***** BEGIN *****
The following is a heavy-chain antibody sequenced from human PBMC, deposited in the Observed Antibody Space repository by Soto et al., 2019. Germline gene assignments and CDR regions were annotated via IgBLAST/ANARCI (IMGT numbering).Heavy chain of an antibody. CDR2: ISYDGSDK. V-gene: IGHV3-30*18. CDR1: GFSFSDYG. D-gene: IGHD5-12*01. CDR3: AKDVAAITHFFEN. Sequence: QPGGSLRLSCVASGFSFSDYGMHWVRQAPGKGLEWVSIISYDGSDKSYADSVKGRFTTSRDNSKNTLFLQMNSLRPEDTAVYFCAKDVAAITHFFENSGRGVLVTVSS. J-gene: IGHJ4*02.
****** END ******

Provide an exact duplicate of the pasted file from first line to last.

The following is a heavy-chain antibody sequenced from human PBMC, deposited in the Observed Antibody Space repository by Soto et al., 2019. Germline gene assignments and CDR regions were annotated via IgBLAST/ANARCI (IMGT numbering).Heavy chain of an antibody. CDR2: ISYDGSDK. V-gene: IGHV3-30*18. CDR1: GFSFSDYG. D-gene: IGHD5-12*01. CDR3: AKDVAAITHFFEN. Sequence: QPGGSLRLSCVASGFSFSDYGMHWVRQAPGKGLEWVSIISYDGSDKSYADSVKGRFTTSRDNSKNTLFLQMNSLRPEDTAVYFCAKDVAAITHFFENSGRGVLVTVSS. J-gene: IGHJ4*02.